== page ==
Panini snaps my favorite player’s signing slump
By Chris Olds | Beckett Baseball Editor | Commentary
My fellow collectors, my long national collecting nightmare is over.
A reference to a presidential address older than I am probably isn’t fitting here — nor is this a development that will change the collecting landscape once and for all because it’s not that important to that many baseball fans.
Except, it’s important to me — and maybe a few of you in the Brohio section of the ol’ ballpark in Cleveland or a few of you among his 1.72 million Twitter followers — and I’m writing it, anyway.
My collecting conundrum — call it a drought, call it a slump, call it whatever — of the last few years will soon be over as I received a tip via a top-secret Twitter DM Friday night from a source I’ll simply dub “Deep Tracy.”
The scoop? Panini America is releasing autographed cards of Cleveland Indians first baseman Nick Swisher, my favorite player, in 2014 Panini Immaculate arriving on Sept. 24. They’re his first autographs (ones actually showing him on the card, anyway) since 2010, and they’re the first not on stickers since 2008. This one’s signed on what the company is calling “black tweedweave” and it was inked after the card was assembled.
This isn’t something to stop the presses over — Beckett Baseball shipped off to the printer a week ago today, by the way — but it’s a development a few years in the making. That trend is something that many probably hadn’t noticed, especially this year, as Swisher had the worst season of his 11-year career end last month with double knee surgery and the first non-20-homer total for a full season. (It’s the kind of year that’s forgettable — on and off cardboard. Even for me.)
Some collectors out there might simply utter a sarcastic thank-you to a different card company, but this drought wasn’t created by any one particular group at all. Swisher wasn’t signing for any of a few companies before they stopped making MLB cards, and before that he signed plenty of stickers during his younger years in Oakland. (He appears on 261 different signed cards in the Beckett.com database.) From what I have heard — different top-secret sources, not “Deep Tracy” — my player had been one who simply didn’t sign for new sets because his asking price topped his typical sales. In other words, basic math. If a player wants too much to sign a card — more than us collectors might pay for it — then it doesn’t make economic sense for any card company to pursue his ink … especially if fewer of us are.
Let’s analyze this a different way and push it forward, though. For four seasons, Swisher was a New York Yankee. It’s no secret that those players in pinstripes are more in-demand while they are in The Big Apple. There are deals to be had there with other collecting-oriented companies, and signed memorabilia is a different animal than card autographs. For the last two seasons, though, the former Ohio State star has been back on his “home turf” of sorts — out of the spotlight and probably out of the minds of some collectors post-pinstripes. Now, thanks to Panini, his new fans have a chance at some new ink and there’s less of that old ink to go around. (No, I didn’t buy it all … but I try.)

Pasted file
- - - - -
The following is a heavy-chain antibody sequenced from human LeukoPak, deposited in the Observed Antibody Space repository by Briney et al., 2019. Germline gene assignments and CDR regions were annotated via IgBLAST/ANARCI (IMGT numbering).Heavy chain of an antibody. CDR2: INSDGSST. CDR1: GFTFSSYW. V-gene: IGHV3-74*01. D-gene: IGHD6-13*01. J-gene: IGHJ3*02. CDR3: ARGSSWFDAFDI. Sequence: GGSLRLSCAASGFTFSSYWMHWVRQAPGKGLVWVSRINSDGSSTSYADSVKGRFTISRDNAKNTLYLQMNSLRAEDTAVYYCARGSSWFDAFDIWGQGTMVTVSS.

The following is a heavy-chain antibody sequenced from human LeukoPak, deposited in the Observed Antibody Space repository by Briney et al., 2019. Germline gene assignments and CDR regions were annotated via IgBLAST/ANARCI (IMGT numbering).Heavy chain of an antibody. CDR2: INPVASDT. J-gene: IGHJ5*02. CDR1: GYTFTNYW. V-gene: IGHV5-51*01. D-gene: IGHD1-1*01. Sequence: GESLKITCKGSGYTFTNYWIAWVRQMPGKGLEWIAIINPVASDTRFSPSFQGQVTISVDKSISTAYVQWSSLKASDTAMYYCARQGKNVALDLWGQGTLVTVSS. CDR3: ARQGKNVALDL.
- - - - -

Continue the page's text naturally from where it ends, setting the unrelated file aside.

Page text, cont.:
I mention my Swisher collecting habits from time to time here, that’s no secret. But my career as a Swishfan has had some lulls in the last couple of years — in part because of no new ink, but also because I’ve worked to pick off the stuff I needed from back in the day. There’s not much old stuff left on my want list — and that has slowed me with not much new. Not seeing Swisher autographs on checklists led to looking for memorabilia — in full form and on cards — as well as exploring a wider net of collecting as, inevitably, his playing days will ultimately come to an end at some point. After a poor season like this one, he’s not even necessarily a given to be on a checklist at all and it might have seemed like he was already done. So this new ink is welcome news.
This is something a lot of us deal with for our teams, our players, our particularly niched needs — especially with autograph droughts. (Derek Jeter fans know how this goes — he’s gone sig-less just as long, if not longer, than his former teammate. Maybe retirement will lead him to an appearance or two … maybe via USA Baseball? Another thought for another day.) Card companies will spot trends like this one when they can and do what they can to reverse them — if a player is interested and of-interest. Sometimes they are, sometimes they aren’t.
I’ll hope these Swisher cards are the start of even more, maybe another first — a signed card of Swisher with his father, Steve, who was a big-leaguer for nine seasons with the Cubs, Cardinals and Padres. He’s never signed a certified card, though he was an All-Star once just like his son. Why would I want a card like this? Not because it’s expensive and not because there’s all kinds of demand. Why? Because it just reflects something interesting in the history of the game — and, of course, it’s my player.
First things first, though, I’ll have to track down a copy of Nick Swisher’s new ink just like the rest of you. I know this piece won’t win me a Pulitzer as I have clearly admitted a bit too much fandom, but when I get my hands on a new Swisher autograph it’ll feel just as special.
Maybe I’ll even put it beside my autographs of Woodward and Bernstein … you’ll never guess who made those.
Chris Olds is the editor of Beckett Baseball and Beckett Sports Card Monthly magazines. Have a comment, question or idea? Send an email to him at firstname.lastname@example.org. Follow him on Twitter by clicking here.